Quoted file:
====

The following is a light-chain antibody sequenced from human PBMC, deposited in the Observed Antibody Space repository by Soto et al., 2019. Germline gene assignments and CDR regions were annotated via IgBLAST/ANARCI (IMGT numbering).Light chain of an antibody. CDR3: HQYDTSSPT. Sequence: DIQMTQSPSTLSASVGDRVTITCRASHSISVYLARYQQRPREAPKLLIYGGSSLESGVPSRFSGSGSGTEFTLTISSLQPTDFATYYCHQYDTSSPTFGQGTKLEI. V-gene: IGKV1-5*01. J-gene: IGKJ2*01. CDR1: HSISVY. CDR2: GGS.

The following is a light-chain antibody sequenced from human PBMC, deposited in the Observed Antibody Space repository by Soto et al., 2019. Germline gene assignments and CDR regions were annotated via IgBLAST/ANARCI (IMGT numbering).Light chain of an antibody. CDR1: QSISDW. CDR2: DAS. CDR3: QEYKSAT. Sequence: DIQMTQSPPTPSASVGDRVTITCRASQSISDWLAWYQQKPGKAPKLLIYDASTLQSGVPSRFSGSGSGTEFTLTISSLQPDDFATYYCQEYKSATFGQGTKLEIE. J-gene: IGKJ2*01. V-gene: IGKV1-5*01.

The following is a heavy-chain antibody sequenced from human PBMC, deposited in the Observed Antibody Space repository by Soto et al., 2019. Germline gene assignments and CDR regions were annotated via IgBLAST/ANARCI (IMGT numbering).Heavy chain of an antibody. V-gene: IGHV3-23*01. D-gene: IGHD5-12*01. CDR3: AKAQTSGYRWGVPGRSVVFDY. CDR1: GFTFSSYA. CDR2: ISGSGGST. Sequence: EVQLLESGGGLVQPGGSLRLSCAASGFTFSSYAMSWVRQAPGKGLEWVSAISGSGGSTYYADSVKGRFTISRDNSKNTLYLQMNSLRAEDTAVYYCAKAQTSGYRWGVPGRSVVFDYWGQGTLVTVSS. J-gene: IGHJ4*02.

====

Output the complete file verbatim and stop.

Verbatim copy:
The following is a light-chain antibody sequenced from human PBMC, deposited in the Observed Antibody Space repository by Soto et al., 2019. Germline gene assignments and CDR regions were annotated via IgBLAST/ANARCI (IMGT numbering).Light chain of an antibody. CDR3: HQYDTSSPT. Sequence: DIQMTQSPSTLSASVGDRVTITCRASHSISVYLARYQQRPREAPKLLIYGGSSLESGVPSRFSGSGSGTEFTLTISSLQPTDFATYYCHQYDTSSPTFGQGTKLEI. V-gene: IGKV1-5*01. J-gene: IGKJ2*01. CDR1: HSISVY. CDR2: GGS.

The following is a light-chain antibody sequenced from human PBMC, deposited in the Observed Antibody Space repository by Soto et al., 2019. Germline gene assignments and CDR regions were annotated via IgBLAST/ANARCI (IMGT numbering).Light chain of an antibody. CDR1: QSISDW. CDR2: DAS. CDR3: QEYKSAT. Sequence: DIQMTQSPPTPSASVGDRVTITCRASQSISDWLAWYQQKPGKAPKLLIYDASTLQSGVPSRFSGSGSGTEFTLTISSLQPDDFATYYCQEYKSATFGQGTKLEIE. J-gene: IGKJ2*01. V-gene: IGKV1-5*01.

The following is a heavy-chain antibody sequenced from human PBMC, deposited in the Observed Antibody Space repository by Soto et al., 2019. Germline gene assignments and CDR regions were annotated via IgBLAST/ANARCI (IMGT numbering).Heavy chain of an antibody. V-gene: IGHV3-23*01. D-gene: IGHD5-12*01. CDR3: AKAQTSGYRWGVPGRSVVFDY. CDR1: GFTFSSYA. CDR2: ISGSGGST. Sequence: EVQLLESGGGLVQPGGSLRLSCAASGFTFSSYAMSWVRQAPGKGLEWVSAISGSGGSTYYADSVKGRFTISRDNSKNTLYLQMNSLRAEDTAVYYCAKAQTSGYRWGVPGRSVVFDYWGQGTLVTVSS. J-gene: IGHJ4*02.